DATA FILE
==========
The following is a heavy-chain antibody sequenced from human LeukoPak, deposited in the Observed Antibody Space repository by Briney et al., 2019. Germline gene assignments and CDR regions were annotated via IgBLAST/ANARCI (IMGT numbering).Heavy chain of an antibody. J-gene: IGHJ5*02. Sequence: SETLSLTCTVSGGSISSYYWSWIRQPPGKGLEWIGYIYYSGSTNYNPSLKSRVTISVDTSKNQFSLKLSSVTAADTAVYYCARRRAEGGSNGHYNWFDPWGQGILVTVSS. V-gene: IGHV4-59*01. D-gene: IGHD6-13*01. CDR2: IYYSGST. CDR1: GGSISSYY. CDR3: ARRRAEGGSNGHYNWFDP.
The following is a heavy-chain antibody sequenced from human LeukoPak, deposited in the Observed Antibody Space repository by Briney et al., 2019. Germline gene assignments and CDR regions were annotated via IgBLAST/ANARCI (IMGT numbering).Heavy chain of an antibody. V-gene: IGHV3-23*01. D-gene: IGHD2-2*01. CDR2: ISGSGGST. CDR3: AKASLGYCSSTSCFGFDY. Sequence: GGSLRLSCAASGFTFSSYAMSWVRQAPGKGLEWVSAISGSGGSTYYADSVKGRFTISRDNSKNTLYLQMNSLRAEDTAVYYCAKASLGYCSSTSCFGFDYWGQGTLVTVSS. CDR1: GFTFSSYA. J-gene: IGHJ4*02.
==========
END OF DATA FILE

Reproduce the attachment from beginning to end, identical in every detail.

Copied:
The following is a heavy-chain antibody sequenced from human LeukoPak, deposited in the Observed Antibody Space repository by Briney et al., 2019. Germline gene assignments and CDR regions were annotated via IgBLAST/ANARCI (IMGT numbering).Heavy chain of an antibody. J-gene: IGHJ5*02. Sequence: SETLSLTCTVSGGSISSYYWSWIRQPPGKGLEWIGYIYYSGSTNYNPSLKSRVTISVDTSKNQFSLKLSSVTAADTAVYYCARRRAEGGSNGHYNWFDPWGQGILVTVSS. V-gene: IGHV4-59*01. D-gene: IGHD6-13*01. CDR2: IYYSGST. CDR1: GGSISSYY. CDR3: ARRRAEGGSNGHYNWFDP.
The following is a heavy-chain antibody sequenced from human LeukoPak, deposited in the Observed Antibody Space repository by Briney et al., 2019. Germline gene assignments and CDR regions were annotated via IgBLAST/ANARCI (IMGT numbering).Heavy chain of an antibody. V-gene: IGHV3-23*01. D-gene: IGHD2-2*01. CDR2: ISGSGGST. CDR3: AKASLGYCSSTSCFGFDY. Sequence: GGSLRLSCAASGFTFSSYAMSWVRQAPGKGLEWVSAISGSGGSTYYADSVKGRFTISRDNSKNTLYLQMNSLRAEDTAVYYCAKASLGYCSSTSCFGFDYWGQGTLVTVSS. CDR1: GFTFSSYA. J-gene: IGHJ4*02.